Does the EU really deserve the Nobel Peace Prize?
by our secret columnist in Brussels
Predictably, Europhiles have responded to the news of the EU's award with pomposity and preening while their Eurosceptic adversaries have erupted in anger. But just what did the union do to deserve such high praise from the Norwegian Nobel Committee, and is the medal justified? Our resident satirist Schadenfreude finds out
The European Union has been awarded the Nobel Prize for Peace. United States President Barack Obama did precious little to earn his. Did the EU do more? Not mondially. When there have been trouble spots throughout the world the EU has been ultra-marginal. Nearer home in the 1990s, the diverse ethnic and religious strands of former Yugoslavia embarked on killing sprees. The then Luxembourg Foreign Minister proclaimed that this was the EU's opportunity to show itself as the peacemaker. The bloc did not rise to the challenge.
Within what became the EU, there were three wars between 1848 - when Germany suppressed popular dissent - and 1945, two of them worldwide. Millions of military personal and civilians were killed, millions more uprooted. In the half-century since then, the member states of the EU have known peace. Is this the work of the union? In 1945, the western allies had two overriding objectives. One was to stop the Soviet takeover of Eastern Europe in which they had acquiesced – having no choice - from spreading westward in the grip of the Communist International.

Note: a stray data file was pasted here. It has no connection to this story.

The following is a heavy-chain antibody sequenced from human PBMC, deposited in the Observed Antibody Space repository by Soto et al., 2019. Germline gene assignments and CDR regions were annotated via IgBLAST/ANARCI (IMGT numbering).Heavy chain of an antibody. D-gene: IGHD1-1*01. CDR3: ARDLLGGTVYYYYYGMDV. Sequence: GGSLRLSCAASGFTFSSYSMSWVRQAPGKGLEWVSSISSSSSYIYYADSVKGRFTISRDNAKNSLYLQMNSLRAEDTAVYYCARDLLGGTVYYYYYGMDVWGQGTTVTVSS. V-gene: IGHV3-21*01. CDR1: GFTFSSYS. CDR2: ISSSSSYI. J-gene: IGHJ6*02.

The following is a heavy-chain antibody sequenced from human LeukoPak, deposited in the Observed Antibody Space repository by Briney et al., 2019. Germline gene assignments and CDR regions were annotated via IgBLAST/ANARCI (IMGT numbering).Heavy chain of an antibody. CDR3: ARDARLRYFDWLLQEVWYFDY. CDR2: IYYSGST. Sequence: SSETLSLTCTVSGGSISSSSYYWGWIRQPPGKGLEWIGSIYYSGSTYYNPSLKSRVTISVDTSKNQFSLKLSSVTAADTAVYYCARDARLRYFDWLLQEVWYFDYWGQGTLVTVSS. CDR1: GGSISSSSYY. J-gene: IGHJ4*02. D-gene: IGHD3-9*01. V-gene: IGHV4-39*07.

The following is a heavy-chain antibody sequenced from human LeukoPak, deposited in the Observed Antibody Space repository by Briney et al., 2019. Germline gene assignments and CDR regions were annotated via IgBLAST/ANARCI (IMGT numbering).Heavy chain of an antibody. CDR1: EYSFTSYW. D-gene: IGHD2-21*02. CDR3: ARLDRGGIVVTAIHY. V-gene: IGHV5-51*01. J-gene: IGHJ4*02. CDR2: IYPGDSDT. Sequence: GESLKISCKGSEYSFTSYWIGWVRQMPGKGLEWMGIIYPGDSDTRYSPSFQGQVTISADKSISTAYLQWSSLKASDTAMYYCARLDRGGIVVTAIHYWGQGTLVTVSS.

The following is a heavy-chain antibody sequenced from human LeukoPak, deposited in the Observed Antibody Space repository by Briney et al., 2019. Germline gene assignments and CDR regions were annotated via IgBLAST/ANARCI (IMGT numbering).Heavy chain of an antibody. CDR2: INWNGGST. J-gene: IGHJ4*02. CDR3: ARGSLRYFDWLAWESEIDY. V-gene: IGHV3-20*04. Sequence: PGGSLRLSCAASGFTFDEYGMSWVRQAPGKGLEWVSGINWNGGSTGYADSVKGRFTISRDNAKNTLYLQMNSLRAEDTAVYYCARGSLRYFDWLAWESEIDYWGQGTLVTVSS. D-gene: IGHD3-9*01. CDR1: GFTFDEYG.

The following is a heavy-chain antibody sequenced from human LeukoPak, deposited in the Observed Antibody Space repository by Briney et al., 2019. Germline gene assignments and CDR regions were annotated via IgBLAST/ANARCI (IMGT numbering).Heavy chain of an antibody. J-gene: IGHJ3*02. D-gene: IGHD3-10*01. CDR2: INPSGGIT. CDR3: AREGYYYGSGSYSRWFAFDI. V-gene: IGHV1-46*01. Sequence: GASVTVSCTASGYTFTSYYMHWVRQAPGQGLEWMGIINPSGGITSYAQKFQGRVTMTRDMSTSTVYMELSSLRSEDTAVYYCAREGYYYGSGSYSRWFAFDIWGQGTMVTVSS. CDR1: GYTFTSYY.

The second was to promote the domestication of the part of pre-1939 Germany, which they had occupied. They started in the peace terms, which they imposed including an attempt at direct control of the industries of the Ruhr. But their plans would not have succeeded if the West Germans themselves had not decided collectively that they wanted a peaceful existence. The opportunity came when France, alarmed by the pace of German economic recovery, proposed to institutionalise Franco-German interdependence. German coal and steel, the backbone of heavy industry including war-making potential, became a shared asset.
The experiment worked and spread to wider economic integration, including a so far unsuccessful attempt at closer financial ties. Meanwhile, and in parallel, the European core states pooled their defence resources under the leadership (and pressure) of the US superpower and its nuclear shield. Adversaries became allies. Nobody knows what would have happened if the Franco-German pact had not been realised or had failed. Its stated objective was to make war "materially impossible." Post ergo propter? What can be said with confidence is that Europeans chose union as a break with their turbulent past and it has worked for half a century. This is what the Nobel Prize Committee has recognised.